• Knee, Wayne
  • Hartzenberg, Tammy
  • Forbes, Mark R.
  • Beaulieu, Frédéric


Little is known about the acarofauna associated with wood-boring beetles in Canada, including long-horned beetles (Coleoptera: Cerambycidae). Herein, we assessed the prevalence, abundance, diversity, phenology, and attachment location of mesostigmatic mites (Acari: Mesostigmata) associated with Monochamus scutellatus (Say), and tested whether the abundance and prevalence of mites differed between male and female beetles. A total of 176 beetles were collected in two sites in eastern Ontario in 2008 and 2009 using Lindgren funnel traps baited with α-pinene and ethanol lures, and 71% of hosts had mesostigmatic mites. A total of 2486 mites were collected, representing eight species, four genera, and three families (Digamasellidae, Trematuridae, and Melicharidae). Average prevalence was variable across mite species, and the number of mites per infested beetle also varied across species. Many of the mite species collected in this study have been reported from other cerambycid species, as well as from other wood-boring beetles, such as bark beetles. There was no significant sex bias in the abundance or prevalence of mites between male and female M. scutellatus, which suggests that there is no selective advantage for mites to disperse on females. This study represents the first quantitative investigation of the mites associated with M. scutellatus in Canada.


Study sites and sampling design

Wood-boring beetles were sampled in two study sites in eastern Ontario from mid-April to late August in 2008, and from mid-April to early August in 2009. The two study sites were in the boreal shield ecozone in Algonquin Provincial Park (PP): site 1 (S1) (45.902°N, 77.605°W) and site 2 (S2) (45.895°N, 78.071°W). Four Lindgren 12-unit funnel dry traps (Synergy Semiochemicals Corporation, Burnaby, British Columbia, Canada) with four 1 cm3 pest strips (Ortho Home Defense Max, Scotts Company, Marysville, Ohio, United States of America; to kill beetles and mites) and baited with lures, were placed in each site at least 16 m apart, with the collection cups ,80 cm off the ground and at least 2 m from any host trees (distance from trees, trap height, and distance between traps based on Miller and Duerr 2008). Traps were baited with a-pinene and 95% ethanol (released at 2 g/day and 400 mg/day, respectively) lures (Synergy Semiochemicals Corporation, Burnaby, British Columbia, Canada) to attract beetles seeking dead or dying coarse woody debris. Traps were emptied approximately every 2 weeks, trap lures were replaced every 8 weeks, insecticide strips were replaced during each visit to maintain effectiveness, and any mites detached from their host were discarded. Each beetle specimen captured was placed individually into a 2.0 mL microfuge tube with 80% ethanol.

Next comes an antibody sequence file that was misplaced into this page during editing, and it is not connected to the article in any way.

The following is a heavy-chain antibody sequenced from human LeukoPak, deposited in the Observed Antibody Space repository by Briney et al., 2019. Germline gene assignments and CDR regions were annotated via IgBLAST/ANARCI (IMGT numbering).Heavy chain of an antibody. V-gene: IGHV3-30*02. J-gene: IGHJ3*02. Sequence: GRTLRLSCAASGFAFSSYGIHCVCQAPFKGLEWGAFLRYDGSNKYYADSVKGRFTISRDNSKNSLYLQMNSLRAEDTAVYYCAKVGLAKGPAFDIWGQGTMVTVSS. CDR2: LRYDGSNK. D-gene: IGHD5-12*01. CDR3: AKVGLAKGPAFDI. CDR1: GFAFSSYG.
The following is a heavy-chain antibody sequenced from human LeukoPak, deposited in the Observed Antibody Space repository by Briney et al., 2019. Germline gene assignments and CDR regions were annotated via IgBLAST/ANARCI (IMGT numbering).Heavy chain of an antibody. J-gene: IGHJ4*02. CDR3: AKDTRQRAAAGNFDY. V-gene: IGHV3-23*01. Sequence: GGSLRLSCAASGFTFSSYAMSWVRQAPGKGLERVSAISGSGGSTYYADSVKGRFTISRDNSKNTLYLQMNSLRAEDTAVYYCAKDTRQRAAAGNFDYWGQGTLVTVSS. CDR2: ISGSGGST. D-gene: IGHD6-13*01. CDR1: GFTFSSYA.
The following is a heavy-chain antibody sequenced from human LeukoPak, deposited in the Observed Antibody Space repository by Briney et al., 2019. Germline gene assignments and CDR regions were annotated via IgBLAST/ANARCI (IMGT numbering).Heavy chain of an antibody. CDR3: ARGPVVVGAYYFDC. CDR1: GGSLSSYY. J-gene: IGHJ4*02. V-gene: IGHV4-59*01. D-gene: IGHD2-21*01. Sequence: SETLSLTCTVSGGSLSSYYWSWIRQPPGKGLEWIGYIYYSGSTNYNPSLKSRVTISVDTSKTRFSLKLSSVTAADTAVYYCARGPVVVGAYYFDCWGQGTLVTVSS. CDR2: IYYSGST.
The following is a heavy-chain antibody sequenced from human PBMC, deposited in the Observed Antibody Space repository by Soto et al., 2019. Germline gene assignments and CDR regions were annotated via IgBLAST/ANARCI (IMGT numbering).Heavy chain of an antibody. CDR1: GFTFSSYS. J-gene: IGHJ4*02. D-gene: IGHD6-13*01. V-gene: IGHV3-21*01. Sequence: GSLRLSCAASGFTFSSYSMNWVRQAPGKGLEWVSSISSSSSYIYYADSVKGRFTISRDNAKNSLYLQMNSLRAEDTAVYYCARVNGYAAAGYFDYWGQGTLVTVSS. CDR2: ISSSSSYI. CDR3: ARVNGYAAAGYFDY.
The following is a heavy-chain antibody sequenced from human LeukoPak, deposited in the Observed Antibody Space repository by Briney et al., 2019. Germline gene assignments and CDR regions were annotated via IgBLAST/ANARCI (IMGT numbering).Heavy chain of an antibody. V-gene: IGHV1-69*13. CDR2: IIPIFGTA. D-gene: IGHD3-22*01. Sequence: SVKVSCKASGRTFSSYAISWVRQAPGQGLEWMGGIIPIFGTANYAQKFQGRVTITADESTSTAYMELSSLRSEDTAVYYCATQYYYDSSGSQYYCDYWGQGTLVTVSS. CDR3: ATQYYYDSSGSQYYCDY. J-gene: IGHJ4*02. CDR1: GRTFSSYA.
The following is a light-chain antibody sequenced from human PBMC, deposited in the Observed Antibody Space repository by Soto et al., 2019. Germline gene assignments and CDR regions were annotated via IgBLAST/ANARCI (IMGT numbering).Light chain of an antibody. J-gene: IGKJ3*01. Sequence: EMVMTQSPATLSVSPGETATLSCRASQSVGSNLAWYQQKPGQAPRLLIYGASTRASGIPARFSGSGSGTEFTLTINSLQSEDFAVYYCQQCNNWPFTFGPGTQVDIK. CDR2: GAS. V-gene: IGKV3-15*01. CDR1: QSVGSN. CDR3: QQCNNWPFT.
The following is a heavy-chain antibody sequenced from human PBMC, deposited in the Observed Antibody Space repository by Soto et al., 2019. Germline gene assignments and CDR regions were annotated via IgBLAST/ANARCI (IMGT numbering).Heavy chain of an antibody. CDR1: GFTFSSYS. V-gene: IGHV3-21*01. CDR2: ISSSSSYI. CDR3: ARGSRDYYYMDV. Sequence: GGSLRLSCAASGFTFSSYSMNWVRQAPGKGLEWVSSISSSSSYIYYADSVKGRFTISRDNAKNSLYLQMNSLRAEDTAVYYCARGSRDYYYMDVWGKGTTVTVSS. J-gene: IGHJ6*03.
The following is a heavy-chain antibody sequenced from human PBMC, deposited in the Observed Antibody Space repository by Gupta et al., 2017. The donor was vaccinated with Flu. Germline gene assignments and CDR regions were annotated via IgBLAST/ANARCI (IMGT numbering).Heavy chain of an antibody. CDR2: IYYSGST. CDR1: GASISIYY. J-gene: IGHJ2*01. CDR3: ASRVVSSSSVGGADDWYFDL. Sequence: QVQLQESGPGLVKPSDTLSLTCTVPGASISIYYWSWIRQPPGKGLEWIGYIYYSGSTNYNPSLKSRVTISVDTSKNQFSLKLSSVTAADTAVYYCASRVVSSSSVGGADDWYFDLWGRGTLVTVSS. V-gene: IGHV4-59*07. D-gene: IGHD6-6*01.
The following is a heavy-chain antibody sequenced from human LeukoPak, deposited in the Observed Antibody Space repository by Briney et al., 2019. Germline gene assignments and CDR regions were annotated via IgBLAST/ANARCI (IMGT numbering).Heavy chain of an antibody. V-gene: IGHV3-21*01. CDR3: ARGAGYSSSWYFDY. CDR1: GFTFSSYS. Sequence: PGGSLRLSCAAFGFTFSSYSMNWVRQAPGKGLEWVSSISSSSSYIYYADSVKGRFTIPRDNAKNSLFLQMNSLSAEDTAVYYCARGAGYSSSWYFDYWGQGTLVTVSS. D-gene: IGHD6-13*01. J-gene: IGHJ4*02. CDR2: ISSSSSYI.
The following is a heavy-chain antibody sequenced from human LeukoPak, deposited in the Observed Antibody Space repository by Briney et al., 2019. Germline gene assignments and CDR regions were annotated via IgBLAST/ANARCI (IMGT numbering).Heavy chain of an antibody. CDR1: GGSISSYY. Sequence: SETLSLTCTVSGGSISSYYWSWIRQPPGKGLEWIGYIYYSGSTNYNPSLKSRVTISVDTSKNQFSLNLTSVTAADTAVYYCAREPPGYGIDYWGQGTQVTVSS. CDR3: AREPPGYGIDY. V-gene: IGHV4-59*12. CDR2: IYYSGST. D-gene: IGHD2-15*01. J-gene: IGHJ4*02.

Identifications and mite associations

Cerambycids were identified to species using a dissecting microscope and taxonomic literature (Yanega 1996). The presence, abundance, and attachment location of mesostigmatic mites (hereafter mites) was recorded; other mites (e.g., Prostigmata, Astigmata) were not studied. Prevalence was defined as the percentage of all examined hosts with one or more mites of a given species. Intensity was defined as the number of mites of a given species, carried per beetle with mites (beetles without mites excluded). All mites were removed from the host, cleared in 85% lactic acid for 1–24 hours depending on the degree of opacity, slide-mounted in a polyvinyl alcohol medium and cured on a slide warmer at about 40°C for 3–4 days. Slide-mounted specimens were examined using a compound microscope and identified to species using descriptions from the literature (Hirschmann 1960, 1972; Hurlbutt 1967; McGraw and Farrier 1969). Voucher specimens are deposited in the Canadian National Collection of Insects, Arachnids, and Nematodes, in Ottawa, Canada. Chi-square and Mann–Whitney U tests were performed using SPSS v17 (SPSS Inc., Chicago, United States of America), to assess whether the prevalence or abundance of mites, respectively, diverged significantly between male and female hosts.